Synopses & Reviews
In this classic work, Leo Strauss examines the problem of natural right and argues that there is a firm foundation in reality for the distinction between right and wrong in ethics and politics. On the centenary of Strauss's birth, and the fiftieth anniversary of the Walgreen Lectures which spawned the work, Natural Right and History
remains as controversial and essential as ever.
"Strauss . . . makes a significant contribution towards an understanding of the intellectual crisis in which we find ourselves . . . [and] brings to his task an admirable scholarship and a brilliant, incisive mind."—John H. Hallowell, American Political Science Review
Leo Strauss (1899-1973) was the Robert Maynard Hutchins Distinguished Service Professor Emeritus in Political Science at the University of Chicago.
The problem of natural right is one of the most controversial and significant issues in contemporary political and social philosophy. Leo Strauss, eminent author of The Political Philosophy of Hobbes, examines the current status of this problem and shows that the reasons which have led to a rejection of natural right are not valid.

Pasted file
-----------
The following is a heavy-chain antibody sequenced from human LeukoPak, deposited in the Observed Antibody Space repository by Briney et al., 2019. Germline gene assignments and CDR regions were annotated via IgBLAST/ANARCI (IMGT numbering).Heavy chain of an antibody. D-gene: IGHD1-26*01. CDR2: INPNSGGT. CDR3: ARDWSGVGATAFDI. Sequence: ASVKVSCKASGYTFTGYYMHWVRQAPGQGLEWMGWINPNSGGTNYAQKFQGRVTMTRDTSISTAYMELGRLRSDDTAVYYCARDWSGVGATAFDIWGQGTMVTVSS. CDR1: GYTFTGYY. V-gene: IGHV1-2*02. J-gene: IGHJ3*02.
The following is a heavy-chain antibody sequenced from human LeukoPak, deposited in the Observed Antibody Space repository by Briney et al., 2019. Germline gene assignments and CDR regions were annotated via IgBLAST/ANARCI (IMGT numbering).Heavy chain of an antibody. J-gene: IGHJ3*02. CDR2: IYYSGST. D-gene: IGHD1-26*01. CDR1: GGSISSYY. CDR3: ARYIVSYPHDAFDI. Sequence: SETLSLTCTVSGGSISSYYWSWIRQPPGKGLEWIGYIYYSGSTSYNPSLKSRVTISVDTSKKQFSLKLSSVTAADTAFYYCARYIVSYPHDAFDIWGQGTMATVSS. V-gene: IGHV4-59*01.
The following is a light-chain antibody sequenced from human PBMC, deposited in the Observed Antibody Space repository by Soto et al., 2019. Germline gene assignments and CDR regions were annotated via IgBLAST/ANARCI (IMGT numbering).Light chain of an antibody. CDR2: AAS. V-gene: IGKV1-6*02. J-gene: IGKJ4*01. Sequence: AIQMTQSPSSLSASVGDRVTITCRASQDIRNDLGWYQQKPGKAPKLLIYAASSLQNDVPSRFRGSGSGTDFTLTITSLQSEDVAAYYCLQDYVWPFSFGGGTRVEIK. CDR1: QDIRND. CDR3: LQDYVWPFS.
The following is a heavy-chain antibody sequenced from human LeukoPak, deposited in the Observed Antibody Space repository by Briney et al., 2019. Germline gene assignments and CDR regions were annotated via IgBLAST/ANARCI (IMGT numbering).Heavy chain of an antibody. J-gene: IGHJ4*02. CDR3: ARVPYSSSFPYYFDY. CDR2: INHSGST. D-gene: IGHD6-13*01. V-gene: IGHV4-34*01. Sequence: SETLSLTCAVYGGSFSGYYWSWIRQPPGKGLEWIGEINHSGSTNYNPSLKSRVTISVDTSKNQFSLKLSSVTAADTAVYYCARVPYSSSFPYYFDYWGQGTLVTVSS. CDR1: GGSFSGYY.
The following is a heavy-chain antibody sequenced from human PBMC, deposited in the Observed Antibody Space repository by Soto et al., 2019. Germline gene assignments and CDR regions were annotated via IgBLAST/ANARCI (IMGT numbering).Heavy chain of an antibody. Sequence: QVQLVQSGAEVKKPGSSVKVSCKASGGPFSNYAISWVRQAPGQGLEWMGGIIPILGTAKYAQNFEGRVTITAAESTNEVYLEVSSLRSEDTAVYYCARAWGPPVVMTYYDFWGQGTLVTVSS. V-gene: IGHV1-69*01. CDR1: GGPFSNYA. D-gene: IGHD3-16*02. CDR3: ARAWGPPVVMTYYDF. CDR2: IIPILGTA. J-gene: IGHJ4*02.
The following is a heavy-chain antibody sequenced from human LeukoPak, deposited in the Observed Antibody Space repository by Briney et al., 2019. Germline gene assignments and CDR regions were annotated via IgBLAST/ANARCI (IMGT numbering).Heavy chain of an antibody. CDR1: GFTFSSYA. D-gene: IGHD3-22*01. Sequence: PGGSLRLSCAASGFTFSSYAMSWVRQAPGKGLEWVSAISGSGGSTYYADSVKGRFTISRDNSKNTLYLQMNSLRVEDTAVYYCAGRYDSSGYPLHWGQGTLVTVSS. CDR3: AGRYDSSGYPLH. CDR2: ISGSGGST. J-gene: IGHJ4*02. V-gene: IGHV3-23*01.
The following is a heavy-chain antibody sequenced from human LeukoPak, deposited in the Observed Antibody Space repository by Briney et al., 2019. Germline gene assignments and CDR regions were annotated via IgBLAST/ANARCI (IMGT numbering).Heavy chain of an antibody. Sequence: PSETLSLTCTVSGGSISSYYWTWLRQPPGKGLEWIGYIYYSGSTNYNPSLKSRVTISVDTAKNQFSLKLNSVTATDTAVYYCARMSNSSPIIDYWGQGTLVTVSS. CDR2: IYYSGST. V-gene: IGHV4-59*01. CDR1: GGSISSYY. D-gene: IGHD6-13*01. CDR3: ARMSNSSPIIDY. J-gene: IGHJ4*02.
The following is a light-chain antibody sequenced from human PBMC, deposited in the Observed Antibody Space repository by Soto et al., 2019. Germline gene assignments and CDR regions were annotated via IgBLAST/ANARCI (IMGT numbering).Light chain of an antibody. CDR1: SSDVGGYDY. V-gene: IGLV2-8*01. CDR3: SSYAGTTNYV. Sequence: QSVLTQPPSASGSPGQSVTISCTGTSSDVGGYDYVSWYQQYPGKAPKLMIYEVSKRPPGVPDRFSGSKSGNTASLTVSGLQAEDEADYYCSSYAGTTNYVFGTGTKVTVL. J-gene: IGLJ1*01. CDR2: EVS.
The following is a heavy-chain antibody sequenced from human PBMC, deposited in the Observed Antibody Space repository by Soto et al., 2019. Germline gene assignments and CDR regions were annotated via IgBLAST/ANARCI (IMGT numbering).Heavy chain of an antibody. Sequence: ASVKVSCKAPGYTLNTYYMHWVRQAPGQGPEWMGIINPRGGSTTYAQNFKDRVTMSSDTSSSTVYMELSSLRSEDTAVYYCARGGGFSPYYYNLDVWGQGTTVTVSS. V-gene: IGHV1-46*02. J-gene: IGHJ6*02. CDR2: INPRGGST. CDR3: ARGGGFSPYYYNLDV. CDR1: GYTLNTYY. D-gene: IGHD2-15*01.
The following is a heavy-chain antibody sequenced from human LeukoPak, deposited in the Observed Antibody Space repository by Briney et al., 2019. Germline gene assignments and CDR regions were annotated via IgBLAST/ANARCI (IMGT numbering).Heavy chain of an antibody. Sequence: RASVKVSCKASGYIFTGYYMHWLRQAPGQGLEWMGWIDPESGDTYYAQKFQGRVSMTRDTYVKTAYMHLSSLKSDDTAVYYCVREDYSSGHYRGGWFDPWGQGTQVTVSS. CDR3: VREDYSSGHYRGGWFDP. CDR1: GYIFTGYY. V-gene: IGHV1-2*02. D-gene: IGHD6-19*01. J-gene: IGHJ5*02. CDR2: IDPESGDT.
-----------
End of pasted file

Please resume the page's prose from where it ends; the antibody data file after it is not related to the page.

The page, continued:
About the Author
(1899–1973) was one of the preeminent political philosophers of the twentieth century. He is the author of many books, among them The Political Philosophy of Hobbes
, Natural Right and History
,and Spinoza’s Critique of Religion
, all published by the University of Chicago Press.
Table of Contents
I. Natural Right and the Historical Approach
II. Natural Right and the Distinction between Facts and Values
III. The Origin of the Idea of Natural Right
IV. Classic Natural Right
V. Modern Natural Right
VI. The Crisis of Modern Natural Right